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February 17, 2014 4:13 pm
The possibility that a senior Amazon executive may find his name on a range of “non-medicated toilet preparations” has considerably brightened my week. Not that I have anything against Amazon. But Lush, the British handmade cosmetics company, does.
It has just won a London court case against the US-based internet group’s UK and Luxembourg arms for using the word “lush” to direct search engine users to cosmetics on its site, even though Amazon does not sell Lush products in Britain.
A close reading of the judgment led to the revelation that Lush had trademarked “Christopher North” – the name of Amazon.co.uk’s managing director – for a new shower gel and other products. The judge described the move as “pretty bizarre”, though he deemed it irrelevant to the case. Amazon plans to appeal against the decision. But whether the judgment sticks or not, Mr North’s name will for ever feature in the list of corporate pranks, stunts and rivalries that leaven the general dullness of books about management and motivation.
Such episodes are not always as spontaneous as they appear. It takes time to apply for a trademark, as Lush did, then mock up taglines for a shower gel that aim lame jokes at Amazon, its senior executive, and the controversy over the US company’s tax affairs (“it’s not taxing to take care of your skin with this product” and so on). Similarly, BrewDog’s social media campaign to shame Diageo into an apology for trying to prevent the independent brewer winning an industry award in 2012 was carefully orchestrated. It even included a Lush-style plan for a special commemorative ale.
Both these episodes started as genuine efforts to right a wrong. But it is no coincidence that Lush’s legal team sued Amazon under the name “Cosmetic Warriors Ltd”. By identifying an “enemy”, companies can rally staff and customers.
The “Get a Mac” advertising campaigns that Apple used to run – pitting trendy Mac against doltish PC – were the polished outward expression of a rougher rivalry between Steve Jobs and Microsoft’s Bill Gates that gave staff at both companies a sense of crusading purpose. Over the years, Larry Ellison has galvanised himself and his company Oracle by attacking technology rivals, from SAP to Hewlett-Packard.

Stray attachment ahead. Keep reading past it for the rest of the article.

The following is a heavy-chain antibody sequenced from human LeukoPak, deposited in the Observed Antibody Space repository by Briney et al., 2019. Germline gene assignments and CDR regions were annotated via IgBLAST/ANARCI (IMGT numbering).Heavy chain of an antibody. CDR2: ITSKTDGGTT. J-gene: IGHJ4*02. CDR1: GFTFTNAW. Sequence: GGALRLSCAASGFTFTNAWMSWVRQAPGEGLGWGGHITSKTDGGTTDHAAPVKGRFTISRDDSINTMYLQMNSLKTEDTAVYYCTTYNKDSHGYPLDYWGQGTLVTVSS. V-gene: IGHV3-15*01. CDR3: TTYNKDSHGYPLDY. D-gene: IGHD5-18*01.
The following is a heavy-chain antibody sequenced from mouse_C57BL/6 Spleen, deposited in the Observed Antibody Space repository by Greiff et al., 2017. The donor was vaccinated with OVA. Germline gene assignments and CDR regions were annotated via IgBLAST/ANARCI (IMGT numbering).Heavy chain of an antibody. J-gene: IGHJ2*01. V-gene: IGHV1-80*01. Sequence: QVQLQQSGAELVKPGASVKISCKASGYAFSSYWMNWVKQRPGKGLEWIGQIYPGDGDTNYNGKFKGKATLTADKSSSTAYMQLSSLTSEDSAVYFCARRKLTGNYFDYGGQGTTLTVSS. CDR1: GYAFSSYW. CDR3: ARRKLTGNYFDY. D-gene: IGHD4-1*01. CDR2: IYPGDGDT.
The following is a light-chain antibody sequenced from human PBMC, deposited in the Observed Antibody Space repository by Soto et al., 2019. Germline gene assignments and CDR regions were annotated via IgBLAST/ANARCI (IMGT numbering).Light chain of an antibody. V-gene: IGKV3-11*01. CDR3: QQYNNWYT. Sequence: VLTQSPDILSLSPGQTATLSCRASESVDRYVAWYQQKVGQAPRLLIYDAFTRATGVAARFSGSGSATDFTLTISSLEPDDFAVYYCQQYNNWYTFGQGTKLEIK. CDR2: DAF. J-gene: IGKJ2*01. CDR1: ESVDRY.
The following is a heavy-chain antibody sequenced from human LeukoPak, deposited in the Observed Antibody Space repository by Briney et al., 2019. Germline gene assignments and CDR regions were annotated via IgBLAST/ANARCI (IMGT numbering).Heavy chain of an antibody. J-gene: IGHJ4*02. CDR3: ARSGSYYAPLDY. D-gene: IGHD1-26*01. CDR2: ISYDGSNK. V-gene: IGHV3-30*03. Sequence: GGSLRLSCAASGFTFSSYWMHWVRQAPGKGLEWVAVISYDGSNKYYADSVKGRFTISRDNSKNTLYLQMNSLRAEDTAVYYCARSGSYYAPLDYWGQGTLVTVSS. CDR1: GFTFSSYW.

Virgin has taken on incumbents including Coca-Cola (Sir Richard Branson rolled a tank down New York’s Fifth Avenue to launch Virgin Cola) and British Airways (he scrambled an airship emblazoned with “BA can’t get it up”, when the rival airline ran into problems erecting the BA-sponsored London Eye in 1999).
These strategies run into problems, however, when a “bit of fun” – with its obvious benefits in public relations and private motivation – turns to pettiness, or worse.
Stunts have the virtue of taking place out in the open, but research and history both show how intense competition can degenerate into skulduggery. Stealth tactics never look good when they are exposed, as Facebook discovered after word got out that it had secretly hired a PR firm to attack Google in 2011, or BA learnt after its “dirty tricks” campaign against Virgin was revealed in the 1990s.
The other obvious risk is that poking a larger competitor with a sharp stick tends to trigger a reaction.
Amazon has earned a reputation for neutralising companies that occupy niches it would like to own, from Zappos in shoe retailing, to Diapers.com, in nappies. It eventually bought both.
Lush may have won round one, but I would advise it to bank that victory – as BrewDog, which dropped its anti-Diageo beer plan, did – and return to what it does best.
As for the motivational effect of targeting a common foe, Lush may find it is not as far from Amazon as it believes. Jeff Bezos’s internet “everything store” draws its energy from mounting a challenge to the system – at first, it was just book distribution, but increasingly it has attacked the superstructure of traditional retailing. Lush is mainly energised by its founders’ desire to challenge the cosmetic manufacturing establishment.
The UK company says it may yet push its “Christopher North” line into full production. But, having made its point “about how upsetting it is to have something personal to you, used by someone else”, Lush should now leave the newly fragrant Mr North in peace.
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